But with any new product (in our case, a content website), you need a receptive audience to build awareness. So based on the qualitative data that we gathered, we went to work. DJ and I both started writing on our personal blogs, giving teasers of what was about to launch (without giving too much detail, we wanted to keep it mysterious). We also set-up a landing page that said “The drums are starting to bang… ¡Viva la Revolución!” It also had our logo, a graphic, and a link to register to our RSS feed for launch day.

landing-page-photo

We started engaging with the people that had tweeted negatively about social media gurus, and told them a solution was coming – most of them signed up. We kept posting every few weeks to keep the buzz going, and kept building key relationships with people that had a keen interest and need for what we were about to offer.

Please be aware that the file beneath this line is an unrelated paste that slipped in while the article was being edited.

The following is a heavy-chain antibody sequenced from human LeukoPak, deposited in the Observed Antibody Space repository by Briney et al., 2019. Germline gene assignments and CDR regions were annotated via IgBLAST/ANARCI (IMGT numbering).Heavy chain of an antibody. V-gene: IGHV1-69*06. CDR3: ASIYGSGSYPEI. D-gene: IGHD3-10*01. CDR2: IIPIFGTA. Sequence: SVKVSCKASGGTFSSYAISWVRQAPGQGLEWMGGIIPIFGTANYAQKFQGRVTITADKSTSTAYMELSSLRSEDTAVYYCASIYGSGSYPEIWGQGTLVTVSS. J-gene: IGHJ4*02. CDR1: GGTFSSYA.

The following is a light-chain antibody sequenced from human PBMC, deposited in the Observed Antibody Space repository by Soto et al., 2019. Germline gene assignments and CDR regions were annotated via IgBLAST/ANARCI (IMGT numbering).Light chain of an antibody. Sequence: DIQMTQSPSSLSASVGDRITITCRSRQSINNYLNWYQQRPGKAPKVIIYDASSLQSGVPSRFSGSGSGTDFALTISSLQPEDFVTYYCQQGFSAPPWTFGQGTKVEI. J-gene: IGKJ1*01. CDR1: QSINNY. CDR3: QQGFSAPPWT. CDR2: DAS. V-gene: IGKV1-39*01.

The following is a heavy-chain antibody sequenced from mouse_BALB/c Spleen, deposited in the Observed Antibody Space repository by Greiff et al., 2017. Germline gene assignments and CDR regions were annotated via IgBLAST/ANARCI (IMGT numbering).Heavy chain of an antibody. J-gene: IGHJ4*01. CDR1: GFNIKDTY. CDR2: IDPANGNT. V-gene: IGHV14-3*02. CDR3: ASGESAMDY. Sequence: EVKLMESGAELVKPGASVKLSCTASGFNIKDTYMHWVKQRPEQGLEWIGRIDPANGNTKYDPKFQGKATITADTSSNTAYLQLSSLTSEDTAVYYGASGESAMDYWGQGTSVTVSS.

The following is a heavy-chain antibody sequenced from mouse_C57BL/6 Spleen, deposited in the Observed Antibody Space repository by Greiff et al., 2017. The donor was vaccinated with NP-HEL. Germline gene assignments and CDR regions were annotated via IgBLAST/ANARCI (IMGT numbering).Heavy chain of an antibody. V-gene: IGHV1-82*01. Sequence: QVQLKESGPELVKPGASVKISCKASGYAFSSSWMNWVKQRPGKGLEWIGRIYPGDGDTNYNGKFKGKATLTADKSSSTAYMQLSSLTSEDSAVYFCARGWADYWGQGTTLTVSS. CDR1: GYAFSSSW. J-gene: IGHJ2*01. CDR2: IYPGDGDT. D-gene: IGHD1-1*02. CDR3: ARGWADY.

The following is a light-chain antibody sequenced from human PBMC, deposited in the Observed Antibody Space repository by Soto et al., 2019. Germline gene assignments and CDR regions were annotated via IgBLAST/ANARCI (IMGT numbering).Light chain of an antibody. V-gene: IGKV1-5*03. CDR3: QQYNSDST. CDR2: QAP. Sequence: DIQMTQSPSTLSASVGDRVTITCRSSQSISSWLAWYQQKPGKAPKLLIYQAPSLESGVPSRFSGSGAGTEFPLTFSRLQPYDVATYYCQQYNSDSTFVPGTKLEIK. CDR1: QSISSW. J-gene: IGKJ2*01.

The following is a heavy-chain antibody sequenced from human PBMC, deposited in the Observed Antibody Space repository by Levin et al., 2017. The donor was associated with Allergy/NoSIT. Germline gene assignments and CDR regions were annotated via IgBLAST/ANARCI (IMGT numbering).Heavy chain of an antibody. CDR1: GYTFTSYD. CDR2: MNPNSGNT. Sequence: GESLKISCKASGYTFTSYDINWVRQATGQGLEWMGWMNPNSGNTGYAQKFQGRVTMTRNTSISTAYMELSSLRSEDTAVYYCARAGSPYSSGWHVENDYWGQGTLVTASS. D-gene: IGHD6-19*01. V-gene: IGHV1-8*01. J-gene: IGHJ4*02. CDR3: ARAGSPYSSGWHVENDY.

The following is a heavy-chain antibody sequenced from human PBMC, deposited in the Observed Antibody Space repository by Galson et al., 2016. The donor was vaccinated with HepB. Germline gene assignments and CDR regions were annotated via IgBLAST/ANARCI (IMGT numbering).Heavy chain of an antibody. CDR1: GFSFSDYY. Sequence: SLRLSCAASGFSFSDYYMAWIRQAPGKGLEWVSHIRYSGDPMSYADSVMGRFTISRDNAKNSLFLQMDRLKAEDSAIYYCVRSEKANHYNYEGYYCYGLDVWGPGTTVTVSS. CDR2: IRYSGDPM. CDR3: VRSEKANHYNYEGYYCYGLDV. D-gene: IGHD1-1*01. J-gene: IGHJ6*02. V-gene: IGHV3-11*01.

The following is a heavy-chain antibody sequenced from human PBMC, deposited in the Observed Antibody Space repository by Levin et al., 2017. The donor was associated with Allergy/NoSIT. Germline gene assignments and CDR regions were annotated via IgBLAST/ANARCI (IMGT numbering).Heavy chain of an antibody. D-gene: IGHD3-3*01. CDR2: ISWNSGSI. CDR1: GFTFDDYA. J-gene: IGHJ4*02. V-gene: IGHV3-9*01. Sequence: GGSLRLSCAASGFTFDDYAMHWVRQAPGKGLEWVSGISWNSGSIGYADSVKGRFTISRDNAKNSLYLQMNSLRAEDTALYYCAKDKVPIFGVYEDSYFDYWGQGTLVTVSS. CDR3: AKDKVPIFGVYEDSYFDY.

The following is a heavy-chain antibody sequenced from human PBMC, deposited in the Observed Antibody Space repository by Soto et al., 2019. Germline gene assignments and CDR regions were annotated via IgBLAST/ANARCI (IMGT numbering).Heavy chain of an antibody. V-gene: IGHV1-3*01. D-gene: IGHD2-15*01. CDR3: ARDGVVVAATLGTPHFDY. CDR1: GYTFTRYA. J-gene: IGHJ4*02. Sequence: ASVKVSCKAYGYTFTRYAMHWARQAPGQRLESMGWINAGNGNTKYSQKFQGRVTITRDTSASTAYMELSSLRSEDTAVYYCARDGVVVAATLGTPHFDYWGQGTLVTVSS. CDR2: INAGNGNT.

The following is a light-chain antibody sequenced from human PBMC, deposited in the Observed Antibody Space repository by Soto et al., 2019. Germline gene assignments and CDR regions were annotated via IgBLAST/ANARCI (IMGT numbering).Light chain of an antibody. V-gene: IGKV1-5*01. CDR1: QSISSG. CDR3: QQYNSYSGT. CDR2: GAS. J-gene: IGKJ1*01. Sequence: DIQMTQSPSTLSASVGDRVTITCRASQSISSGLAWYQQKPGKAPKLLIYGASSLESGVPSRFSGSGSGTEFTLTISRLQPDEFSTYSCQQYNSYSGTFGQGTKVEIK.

On launch day, we exceeded every single expectations we had set for ourselves, and ended up in Twitter jail (yup, that’s a thing!) for the most part of the day because of the sheer amount of mentions and replies we were getting.

So what lessons can we learn from this story of an unlikely startup that you can apply to your own business?

Implications for Your Company

ArCompany has a great motto of “helping you turn social media intelligence into business results.” I 100% agree with this, and apply it to everything I do at work, and for SteamFeed. The beauty of digital marketing is that there’s so much data available at your disposal, that you’re already well-equipped to make strategic business decisions for your company.

Integrating Social Data Into Product and Marketing Planning

listeningYour customers are on social media, whether your company is there or not. And guess what, they’re talking about your industry, and your competitors. And it’s a GOLD-MINE of data for you to tap into.